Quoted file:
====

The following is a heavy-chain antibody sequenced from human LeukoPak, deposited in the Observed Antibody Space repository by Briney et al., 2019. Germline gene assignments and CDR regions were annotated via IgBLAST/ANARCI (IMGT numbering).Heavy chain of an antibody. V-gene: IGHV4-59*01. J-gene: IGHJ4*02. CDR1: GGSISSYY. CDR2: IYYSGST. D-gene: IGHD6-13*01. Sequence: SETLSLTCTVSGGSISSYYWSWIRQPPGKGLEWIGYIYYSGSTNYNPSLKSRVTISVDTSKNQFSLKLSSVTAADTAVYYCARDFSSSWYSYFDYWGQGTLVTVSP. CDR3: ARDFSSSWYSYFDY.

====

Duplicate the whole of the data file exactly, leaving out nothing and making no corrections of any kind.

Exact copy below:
The following is a heavy-chain antibody sequenced from human LeukoPak, deposited in the Observed Antibody Space repository by Briney et al., 2019. Germline gene assignments and CDR regions were annotated via IgBLAST/ANARCI (IMGT numbering).Heavy chain of an antibody. V-gene: IGHV4-59*01. J-gene: IGHJ4*02. CDR1: GGSISSYY. CDR2: IYYSGST. D-gene: IGHD6-13*01. Sequence: SETLSLTCTVSGGSISSYYWSWIRQPPGKGLEWIGYIYYSGSTNYNPSLKSRVTISVDTSKNQFSLKLSSVTAADTAVYYCARDFSSSWYSYFDYWGQGTLVTVSP. CDR3: ARDFSSSWYSYFDY.